This exercise was developed to complement the film The National Parks of Texas by Texas PBS & Villita Media. In this activity, students will learn about estimating the number of trees in a large area based on a smaller area.
This is one way statisticians measure forests and other wide expanses of land. It's also a great way to illustrate how polling works. Scientists will interview a smaller sample size of Americans, rather than every single American, and then make estimations based on their results. In the same way, we counted smaller samples of trees, rather than all of the trees individually to get an estimate of how many trees are in the park total.
Note: The corresponding lesson plan can be found under the "Support Materials for Teachers" link on the right side of the page.
Statistics and sampling are important for human performance experiments. Students will learn several sampling types including census, random, stratified random, and convenience. Examples of real-life sampling and experimental design are also shown.
Note: This video is available in both English and Spanish audio, along with corresponding closed captions.
Learn about the origins and meaning of “p-value,” a statistical measure of the probability that has become a benchmark for success in experimental science, in this video from NOVA: Prediction by the Numbers. In the 1920s and 1930s, British scientist Ronald A. Fisher laid out guidelines for designing experiments using statistics and probability to judge results. He proposed that if experimental results were due to chance alone, they would occur less than 5 percent (0.05) of the time. The lower the p-value, the less likely the experimental results were caused by chance. Use this resource to stimulate thinking and questions about the use of statistics and probability to test hypotheses and evaluate experimental results.
Examine a mathematical theory known as the “wisdom of crowds,” which holds that a crowd’s predictive ability is greater than that of an individual, in this video from NOVA: Prediction by the Numbers. Sir Francis Galton documented this phenomenon after witnessing a weight-guessing contest more than a hundred years ago at a fair. Statistician Talithia Williams tests Galton’s theory with modern-day fairgoers, asking them to guess the number of jelly beans in a jar. Use this resource to stimulate thinking and questions about the use of statistics in everyday life and to make evidence-based claims about predictive ability.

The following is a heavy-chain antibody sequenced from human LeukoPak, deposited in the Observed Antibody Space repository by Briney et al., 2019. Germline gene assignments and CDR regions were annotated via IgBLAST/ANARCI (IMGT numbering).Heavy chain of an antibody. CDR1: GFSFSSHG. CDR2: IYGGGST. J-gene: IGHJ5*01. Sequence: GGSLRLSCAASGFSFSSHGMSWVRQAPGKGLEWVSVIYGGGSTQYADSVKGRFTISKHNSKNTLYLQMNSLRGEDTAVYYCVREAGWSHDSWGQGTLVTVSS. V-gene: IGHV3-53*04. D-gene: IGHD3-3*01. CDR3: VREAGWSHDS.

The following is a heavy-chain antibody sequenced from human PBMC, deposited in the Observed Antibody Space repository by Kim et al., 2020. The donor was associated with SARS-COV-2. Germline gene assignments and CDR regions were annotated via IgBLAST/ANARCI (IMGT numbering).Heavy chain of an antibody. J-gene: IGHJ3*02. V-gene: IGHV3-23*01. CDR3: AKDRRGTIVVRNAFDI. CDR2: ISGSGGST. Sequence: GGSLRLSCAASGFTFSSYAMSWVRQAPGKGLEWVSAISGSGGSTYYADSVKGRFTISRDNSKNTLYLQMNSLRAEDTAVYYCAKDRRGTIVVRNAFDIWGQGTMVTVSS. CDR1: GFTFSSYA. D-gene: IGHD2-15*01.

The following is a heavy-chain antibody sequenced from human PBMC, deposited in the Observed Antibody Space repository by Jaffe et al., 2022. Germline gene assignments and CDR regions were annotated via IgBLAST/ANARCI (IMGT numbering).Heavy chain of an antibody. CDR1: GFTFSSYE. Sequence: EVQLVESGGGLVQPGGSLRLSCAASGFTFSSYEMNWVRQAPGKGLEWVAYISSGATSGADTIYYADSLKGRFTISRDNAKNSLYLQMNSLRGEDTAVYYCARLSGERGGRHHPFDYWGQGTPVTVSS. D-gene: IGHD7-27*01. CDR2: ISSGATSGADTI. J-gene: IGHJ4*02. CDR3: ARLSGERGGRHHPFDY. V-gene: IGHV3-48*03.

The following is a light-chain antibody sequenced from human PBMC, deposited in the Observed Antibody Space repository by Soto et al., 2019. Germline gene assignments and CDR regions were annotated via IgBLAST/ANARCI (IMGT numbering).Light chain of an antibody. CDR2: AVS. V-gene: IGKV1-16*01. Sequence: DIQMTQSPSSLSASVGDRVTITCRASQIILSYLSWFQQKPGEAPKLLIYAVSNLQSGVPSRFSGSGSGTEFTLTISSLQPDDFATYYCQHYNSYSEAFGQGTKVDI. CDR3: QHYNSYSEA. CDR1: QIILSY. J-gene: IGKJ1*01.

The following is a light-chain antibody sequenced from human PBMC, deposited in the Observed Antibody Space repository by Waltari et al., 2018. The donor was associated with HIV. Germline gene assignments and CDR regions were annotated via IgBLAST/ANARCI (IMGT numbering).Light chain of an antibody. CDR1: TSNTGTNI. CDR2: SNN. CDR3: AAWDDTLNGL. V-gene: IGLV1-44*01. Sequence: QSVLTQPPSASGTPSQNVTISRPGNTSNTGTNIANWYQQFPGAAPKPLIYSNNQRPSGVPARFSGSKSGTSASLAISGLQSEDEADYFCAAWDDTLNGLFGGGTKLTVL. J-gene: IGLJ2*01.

This topic focuses on drawing conclusions based on data from a statistical experiment. Experiments are introduced as investigations designed to compare the effect of two treatments on a response variable. Students revisit the distinction between random selection and random assignment.
When comparing two treatments using data from a statistical experiment, it is important to assess whether the observed difference in group means indicates a real difference between the treatments in the experiment or whether it is possible that there is no difference and that the observed difference is just a by-product of the random assignment of subjects to treatments (S-IC.B.5). To help students understand how this distinction is made, lessons in this topic use simulation to create a randomization distribution as a way of exploring the types of differences they might expect to see by chance when there is no real difference between groups. By understanding these differences, students are able to determine whether an observed difference in means is significant (S-IC.B.5).
Students also critique and evaluate published reports based on statistical experiments that compare two treatments (S-IC.B.6). For example, students read a short summary of an article in the online New England Journal of Medicine describing an experiment to determine if wearing a brace helps adolescents with scoliosis. Then, they watch an online video report for the Wall Street Journal titled “BMW Drivers Really Are Jerks” that describes a study of the relationship between driving behavior and the type of car driven.
Note: Although this module is identified as Algebra II in the EngageNY curriculum, it corresponds to the Precalculus Alabama Course of Study.